The next three months will be the toughest for Mexican banks, but most will pull through their country’s economic crisis, Mexican banking leaders said Thursday.
The government’s bank stabilization plan will keep most afloat despite an inevitable surge in bad loans and lack of liquidity following the peso’s devaluation and subsequent high interest rates and raging inflation.
“The next 90 days will be the toughest,” Manuel Medina Mora, deputy president of Banco Nacional de Mexico, told a press briefing Wednesday.
Banco de Mexico, Bancomer and Banca Serfin are Mexico’s three largest banks and hold 60 percent of total Mexican banking assets.
Several foreign and a few U.S. banks, meanwhile, have been talking with the Mexican government about acquiring banks that may flounder during the crisis, said bankers attending the briefing.
Under new government rules, foreign banks may own up to 100 percent of Mexican banks that control less than 6 percent of the market.
NationsBank Corp., based in Charlotte, N.C., and BankAmerica Corp., based in San Francisco, have been involved in the talks, said Mora.
Both banks refused to comment. NationsBank has applied for a banking license in Mexico and BankAmerica recently received one, officials said.
The Mexican government has already bailed out three moderate-sized banks, and officials said they expect more banks, particularly smaller ones, to require rescue.
“Most will pull through,” said Hector Rangel, deputy chief executive of Bancomer S.A.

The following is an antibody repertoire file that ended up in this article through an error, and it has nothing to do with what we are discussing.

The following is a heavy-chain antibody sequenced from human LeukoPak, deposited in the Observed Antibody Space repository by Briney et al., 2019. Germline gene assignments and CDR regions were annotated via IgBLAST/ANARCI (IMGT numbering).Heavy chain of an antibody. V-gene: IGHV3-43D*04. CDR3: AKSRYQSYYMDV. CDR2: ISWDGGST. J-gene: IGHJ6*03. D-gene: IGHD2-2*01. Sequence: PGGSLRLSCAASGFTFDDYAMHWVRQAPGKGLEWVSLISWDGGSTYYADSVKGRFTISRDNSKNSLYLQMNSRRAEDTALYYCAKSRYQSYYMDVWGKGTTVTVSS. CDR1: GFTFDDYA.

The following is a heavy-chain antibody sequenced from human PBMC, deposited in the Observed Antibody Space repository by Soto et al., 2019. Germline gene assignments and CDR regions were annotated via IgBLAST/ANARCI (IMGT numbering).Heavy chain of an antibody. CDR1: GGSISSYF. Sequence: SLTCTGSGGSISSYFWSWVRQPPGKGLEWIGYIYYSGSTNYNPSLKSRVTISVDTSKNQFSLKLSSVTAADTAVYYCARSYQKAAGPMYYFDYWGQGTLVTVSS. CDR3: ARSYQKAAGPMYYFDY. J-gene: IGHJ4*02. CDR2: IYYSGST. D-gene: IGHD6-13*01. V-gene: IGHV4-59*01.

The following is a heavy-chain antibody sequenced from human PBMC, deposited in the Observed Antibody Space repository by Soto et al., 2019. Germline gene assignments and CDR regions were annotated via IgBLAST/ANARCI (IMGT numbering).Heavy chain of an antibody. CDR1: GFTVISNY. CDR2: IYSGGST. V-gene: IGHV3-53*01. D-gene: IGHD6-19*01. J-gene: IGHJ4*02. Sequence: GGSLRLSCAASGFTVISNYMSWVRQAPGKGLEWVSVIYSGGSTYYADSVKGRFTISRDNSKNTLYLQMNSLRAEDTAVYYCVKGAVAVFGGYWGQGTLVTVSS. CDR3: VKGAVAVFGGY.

Key to their survival is a segment of the Mexican government’s economic rescue plan that allows banks to restructure commercial loans for constrained borrowers and convert them to loans indexed to inflation. Such a plan will reduce interest payments. The loans will have maturities ranging from 5 to 12 years.
The government has set aside $86 billion pesos for the restructurings, which is enough to cover 15 percent of all bank loans. About 7.5 percent of all bank loans were past due at Dec. 31, and Rangel said he expects the level to increase to at least 8.5 percent by March 31.
The program should provide a cushion for borrowers faced with interest rates hovering at 100 percent, thus preserving the quality of bank loans, said Rangel.
The government is also expected to announce soon that inflation-index loans will be available for mortgage loans and some foreign currency domestic debts.
“If companies can meet their obligations we have a better chance of coping with the crisis,” said Rangel, adding that if rates remain at current levels for another quarter “we’re in trouble.”
To head off more problems, the Mexican government is requiring all banks to maintain an 8 percent capital level and will provide recapitalization loans to those in need.